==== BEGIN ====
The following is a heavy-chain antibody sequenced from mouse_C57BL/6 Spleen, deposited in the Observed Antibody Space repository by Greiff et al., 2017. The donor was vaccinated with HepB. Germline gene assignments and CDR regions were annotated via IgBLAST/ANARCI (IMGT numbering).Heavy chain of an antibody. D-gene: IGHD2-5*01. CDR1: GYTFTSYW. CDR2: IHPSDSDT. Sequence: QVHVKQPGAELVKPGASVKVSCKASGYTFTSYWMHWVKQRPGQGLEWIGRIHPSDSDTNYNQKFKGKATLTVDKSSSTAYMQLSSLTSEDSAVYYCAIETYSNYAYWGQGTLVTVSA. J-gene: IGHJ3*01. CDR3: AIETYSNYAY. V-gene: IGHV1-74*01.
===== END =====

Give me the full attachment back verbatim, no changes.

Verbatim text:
The following is a heavy-chain antibody sequenced from mouse_C57BL/6 Spleen, deposited in the Observed Antibody Space repository by Greiff et al., 2017. The donor was vaccinated with HepB. Germline gene assignments and CDR regions were annotated via IgBLAST/ANARCI (IMGT numbering).Heavy chain of an antibody. D-gene: IGHD2-5*01. CDR1: GYTFTSYW. CDR2: IHPSDSDT. Sequence: QVHVKQPGAELVKPGASVKVSCKASGYTFTSYWMHWVKQRPGQGLEWIGRIHPSDSDTNYNQKFKGKATLTVDKSSSTAYMQLSSLTSEDSAVYYCAIETYSNYAYWGQGTLVTVSA. J-gene: IGHJ3*01. CDR3: AIETYSNYAY. V-gene: IGHV1-74*01.